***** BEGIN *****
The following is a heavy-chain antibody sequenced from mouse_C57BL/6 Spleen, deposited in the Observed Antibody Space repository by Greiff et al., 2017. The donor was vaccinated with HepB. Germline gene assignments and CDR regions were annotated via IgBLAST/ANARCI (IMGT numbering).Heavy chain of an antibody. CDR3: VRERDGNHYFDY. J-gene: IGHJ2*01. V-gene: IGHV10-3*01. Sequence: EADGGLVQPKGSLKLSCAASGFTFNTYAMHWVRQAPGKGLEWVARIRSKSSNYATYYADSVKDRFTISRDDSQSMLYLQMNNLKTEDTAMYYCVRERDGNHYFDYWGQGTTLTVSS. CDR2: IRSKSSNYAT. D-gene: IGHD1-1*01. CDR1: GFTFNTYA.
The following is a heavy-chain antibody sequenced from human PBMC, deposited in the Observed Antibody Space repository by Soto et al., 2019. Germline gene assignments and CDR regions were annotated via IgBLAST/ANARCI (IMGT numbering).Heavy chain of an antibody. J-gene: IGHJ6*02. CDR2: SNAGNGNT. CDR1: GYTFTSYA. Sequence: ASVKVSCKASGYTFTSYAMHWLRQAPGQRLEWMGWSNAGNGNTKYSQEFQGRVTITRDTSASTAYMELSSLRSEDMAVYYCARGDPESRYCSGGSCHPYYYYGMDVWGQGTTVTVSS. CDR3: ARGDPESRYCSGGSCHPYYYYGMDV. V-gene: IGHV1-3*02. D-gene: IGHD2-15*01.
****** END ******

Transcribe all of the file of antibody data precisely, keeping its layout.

The following is a heavy-chain antibody sequenced from mouse_C57BL/6 Spleen, deposited in the Observed Antibody Space repository by Greiff et al., 2017. The donor was vaccinated with HepB. Germline gene assignments and CDR regions were annotated via IgBLAST/ANARCI (IMGT numbering).Heavy chain of an antibody. CDR3: VRERDGNHYFDY. J-gene: IGHJ2*01. V-gene: IGHV10-3*01. Sequence: EADGGLVQPKGSLKLSCAASGFTFNTYAMHWVRQAPGKGLEWVARIRSKSSNYATYYADSVKDRFTISRDDSQSMLYLQMNNLKTEDTAMYYCVRERDGNHYFDYWGQGTTLTVSS. CDR2: IRSKSSNYAT. D-gene: IGHD1-1*01. CDR1: GFTFNTYA.
The following is a heavy-chain antibody sequenced from human PBMC, deposited in the Observed Antibody Space repository by Soto et al., 2019. Germline gene assignments and CDR regions were annotated via IgBLAST/ANARCI (IMGT numbering).Heavy chain of an antibody. J-gene: IGHJ6*02. CDR2: SNAGNGNT. CDR1: GYTFTSYA. Sequence: ASVKVSCKASGYTFTSYAMHWLRQAPGQRLEWMGWSNAGNGNTKYSQEFQGRVTITRDTSASTAYMELSSLRSEDMAVYYCARGDPESRYCSGGSCHPYYYYGMDVWGQGTTVTVSS. CDR3: ARGDPESRYCSGGSCHPYYYYGMDV. V-gene: IGHV1-3*02. D-gene: IGHD2-15*01.